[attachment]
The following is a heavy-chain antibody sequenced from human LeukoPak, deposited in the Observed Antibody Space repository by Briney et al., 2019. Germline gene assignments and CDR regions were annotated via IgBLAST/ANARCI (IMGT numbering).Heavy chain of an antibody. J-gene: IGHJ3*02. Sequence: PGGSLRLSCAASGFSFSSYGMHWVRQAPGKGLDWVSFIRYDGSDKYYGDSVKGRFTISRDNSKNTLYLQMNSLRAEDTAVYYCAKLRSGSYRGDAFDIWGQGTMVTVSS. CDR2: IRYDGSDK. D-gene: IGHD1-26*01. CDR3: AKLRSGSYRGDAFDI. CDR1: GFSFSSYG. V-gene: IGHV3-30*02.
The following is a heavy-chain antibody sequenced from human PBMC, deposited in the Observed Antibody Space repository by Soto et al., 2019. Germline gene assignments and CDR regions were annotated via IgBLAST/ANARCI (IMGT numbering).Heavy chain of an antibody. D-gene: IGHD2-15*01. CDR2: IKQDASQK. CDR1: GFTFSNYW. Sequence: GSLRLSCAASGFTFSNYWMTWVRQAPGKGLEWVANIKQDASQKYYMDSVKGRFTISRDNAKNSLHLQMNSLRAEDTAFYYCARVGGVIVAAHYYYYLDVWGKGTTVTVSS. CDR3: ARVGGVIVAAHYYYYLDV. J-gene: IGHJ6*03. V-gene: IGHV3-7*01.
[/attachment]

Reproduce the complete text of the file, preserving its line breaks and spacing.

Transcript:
The following is a heavy-chain antibody sequenced from human LeukoPak, deposited in the Observed Antibody Space repository by Briney et al., 2019. Germline gene assignments and CDR regions were annotated via IgBLAST/ANARCI (IMGT numbering).Heavy chain of an antibody. J-gene: IGHJ3*02. Sequence: PGGSLRLSCAASGFSFSSYGMHWVRQAPGKGLDWVSFIRYDGSDKYYGDSVKGRFTISRDNSKNTLYLQMNSLRAEDTAVYYCAKLRSGSYRGDAFDIWGQGTMVTVSS. CDR2: IRYDGSDK. D-gene: IGHD1-26*01. CDR3: AKLRSGSYRGDAFDI. CDR1: GFSFSSYG. V-gene: IGHV3-30*02.
The following is a heavy-chain antibody sequenced from human PBMC, deposited in the Observed Antibody Space repository by Soto et al., 2019. Germline gene assignments and CDR regions were annotated via IgBLAST/ANARCI (IMGT numbering).Heavy chain of an antibody. D-gene: IGHD2-15*01. CDR2: IKQDASQK. CDR1: GFTFSNYW. Sequence: GSLRLSCAASGFTFSNYWMTWVRQAPGKGLEWVANIKQDASQKYYMDSVKGRFTISRDNAKNSLHLQMNSLRAEDTAFYYCARVGGVIVAAHYYYYLDVWGKGTTVTVSS. CDR3: ARVGGVIVAAHYYYYLDV. J-gene: IGHJ6*03. V-gene: IGHV3-7*01.